Allowing your children some expertise

Letting our children teach us a few things they've learned builds confidence in their ability to learn more.

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  • I was watching my granddaughter play a game on my phone and marveling at her dexterity and intuition. She appreciated my praise and began teaching me the game (a snail crawling around and finding exits to different situations) and then having me try each level after she had completed it.

  • It would have been so easy to say, "Oh, I get it. I can figure this out on my own." But, I instantly noticed the pride she was feeling in being able to teach an old dog (if you don't have anything nice to say ...) a new trick. I allowed her to continue her tutoring, asking her questions that I knew the answer to so she could show me more.

  • Before it sounds like I'm some kind of gaming genius, let me clarify. I caught on quickly, but she did do a lot of genuine teaching.

  • It got me really thinking about allowing our children to have some "expertise" in areas of their life that matter most to them. By doing so, we encourage them to gain more knowledge in more areas.

  • There has to be balance, though. No one likes to be around a know-it-all smarty pants who contradicts them. We can create monsters if we marvel at every little thing a child does. One of my pet peeves is children who say, "Didn't you know that?" with a smug, condescending look.

  • Finding the middle ground is something all parents have the ability to do, if they just listen to their inner-parent. The one thing I want all parents to know is that they are endowed with the keys to parenting. They have the intuition to raise the children that were loaned to them. God doesn't send them here without blessing us with an internal guidebook.

  • Here are some ideas and the fringe benefits that come from giving children a little expertise:

  • 1. Notice their interests

  • Notice what your children are passionate about — art, music, Minecraft, skateboarding, chess, science, whatever. Ask them questions about their interests. Ask if there is anything you can do to support them. Challenge them to learn more.

  • 2. Tell them how much it means to you

  • Encouraging children by letting them know how much you enjoy watching them is so much more important than being proud of them when they excel. If they know they don't have to win all the time or be the best, but that they should just enjoy the practice and learning, they will likely try to learn more.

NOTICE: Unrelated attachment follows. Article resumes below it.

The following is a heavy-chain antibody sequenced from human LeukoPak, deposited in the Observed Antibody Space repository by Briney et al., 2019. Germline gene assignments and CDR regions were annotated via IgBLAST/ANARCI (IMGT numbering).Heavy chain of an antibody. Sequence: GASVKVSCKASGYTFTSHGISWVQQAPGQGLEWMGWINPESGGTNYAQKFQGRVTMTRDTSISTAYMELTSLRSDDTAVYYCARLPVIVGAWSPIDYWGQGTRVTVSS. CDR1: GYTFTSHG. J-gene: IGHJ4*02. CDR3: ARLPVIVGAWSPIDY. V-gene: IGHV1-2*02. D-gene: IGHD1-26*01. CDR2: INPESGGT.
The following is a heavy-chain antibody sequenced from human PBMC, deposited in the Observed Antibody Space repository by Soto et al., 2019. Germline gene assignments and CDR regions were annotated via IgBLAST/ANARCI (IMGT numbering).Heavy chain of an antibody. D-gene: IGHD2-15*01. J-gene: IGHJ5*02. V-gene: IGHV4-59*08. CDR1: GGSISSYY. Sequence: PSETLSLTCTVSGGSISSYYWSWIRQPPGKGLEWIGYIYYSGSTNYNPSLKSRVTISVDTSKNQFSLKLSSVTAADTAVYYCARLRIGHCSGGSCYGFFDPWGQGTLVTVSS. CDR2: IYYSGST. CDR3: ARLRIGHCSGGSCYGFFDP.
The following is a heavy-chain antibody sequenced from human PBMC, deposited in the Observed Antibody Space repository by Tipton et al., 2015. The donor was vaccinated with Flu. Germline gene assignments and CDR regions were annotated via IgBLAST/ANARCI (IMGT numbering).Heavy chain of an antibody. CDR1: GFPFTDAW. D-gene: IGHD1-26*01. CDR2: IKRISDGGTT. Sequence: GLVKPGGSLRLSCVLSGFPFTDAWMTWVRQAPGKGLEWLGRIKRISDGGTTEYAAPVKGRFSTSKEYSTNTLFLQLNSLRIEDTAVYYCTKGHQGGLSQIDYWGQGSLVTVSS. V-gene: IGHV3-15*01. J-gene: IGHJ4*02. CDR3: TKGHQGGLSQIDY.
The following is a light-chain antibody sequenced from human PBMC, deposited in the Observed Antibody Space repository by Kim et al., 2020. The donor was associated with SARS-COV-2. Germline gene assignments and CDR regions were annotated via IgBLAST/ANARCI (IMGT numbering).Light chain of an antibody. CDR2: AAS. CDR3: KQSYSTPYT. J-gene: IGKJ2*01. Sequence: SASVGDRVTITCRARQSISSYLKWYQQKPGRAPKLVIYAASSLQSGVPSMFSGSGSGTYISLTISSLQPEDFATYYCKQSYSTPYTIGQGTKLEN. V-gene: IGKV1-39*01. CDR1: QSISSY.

• 3. Suggest an exchange

  • A good way to balance their expertise is by showing them yours. Offer to exchange knowledge. You teach them chess; they can teach you to rollerblade. They can show you how to do the new math; you can teach them to bake a pie. Find something they want to learn and teach them, but ask them to teach you something in return.

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  • 4. Outside mentoring

  • If you can see that there is something your child really, really goes for, why not consider getting them some mentoring to further their expertise. Many times, this can be bartered for or look into classes at a community center or community college. This gives them something that is theirs alone and makes them the family expert at it.

  • 5. Their dream, not yours

  • Use caution when pushing your child toward her passion, making sure it is her dream and not something you always wanted to do, but never had the opportunity. Follow your children, watch them, listen to them and go from there.

  • 6. Let them ramble on

  • This is something that is difficult for most parents who have their minds on a dozen things that all seem to be a priority. It is easy to shut down and not hear when the kids ramble on about their field of expertise. Try to focus on them and their passions. Bedtime tuck-in is a great time to listen and have a little one-on-one, asking them if they did anything to further their knowledge that day.

  • 7. Keep them well-rounded

  • All of this being said, now it is time to add one caution. Some kids become so keenly involved in their single expertise that they become one-dimensional; driving everyone around them nuts. Make sure to keep them involved in other things so that they have a well-rounded schedule of activities and don't become one of those adults whose apartment looks like the inside of the Starship Enterprise, complete with everything in that motif.

  • Not jumping in and telling your children that you know everything they are involved in is difficult and requires great restraint. But, letting them be an expert in something or other will encourage them to continue on and learn a lot about a lot. Hopefully, they will grow to love expanding their minds in a variety of passions.

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Becky Lyn is an author and a 35+ year (most of the time) single mom.

Website: http://www.beckytheauthor.weebly.com

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